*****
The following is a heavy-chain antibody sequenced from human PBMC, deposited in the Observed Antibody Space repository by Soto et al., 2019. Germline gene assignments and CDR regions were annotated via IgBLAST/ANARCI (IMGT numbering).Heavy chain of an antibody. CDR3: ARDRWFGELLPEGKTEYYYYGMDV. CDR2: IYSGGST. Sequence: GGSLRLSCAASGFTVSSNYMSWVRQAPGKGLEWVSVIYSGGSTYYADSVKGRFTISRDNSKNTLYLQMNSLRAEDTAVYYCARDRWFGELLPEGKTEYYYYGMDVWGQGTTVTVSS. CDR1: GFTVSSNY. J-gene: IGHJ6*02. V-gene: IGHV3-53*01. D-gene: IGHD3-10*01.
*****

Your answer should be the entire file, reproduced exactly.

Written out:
The following is a heavy-chain antibody sequenced from human PBMC, deposited in the Observed Antibody Space repository by Soto et al., 2019. Germline gene assignments and CDR regions were annotated via IgBLAST/ANARCI (IMGT numbering).Heavy chain of an antibody. CDR3: ARDRWFGELLPEGKTEYYYYGMDV. CDR2: IYSGGST. Sequence: GGSLRLSCAASGFTVSSNYMSWVRQAPGKGLEWVSVIYSGGSTYYADSVKGRFTISRDNSKNTLYLQMNSLRAEDTAVYYCARDRWFGELLPEGKTEYYYYGMDVWGQGTTVTVSS. CDR1: GFTVSSNY. J-gene: IGHJ6*02. V-gene: IGHV3-53*01. D-gene: IGHD3-10*01.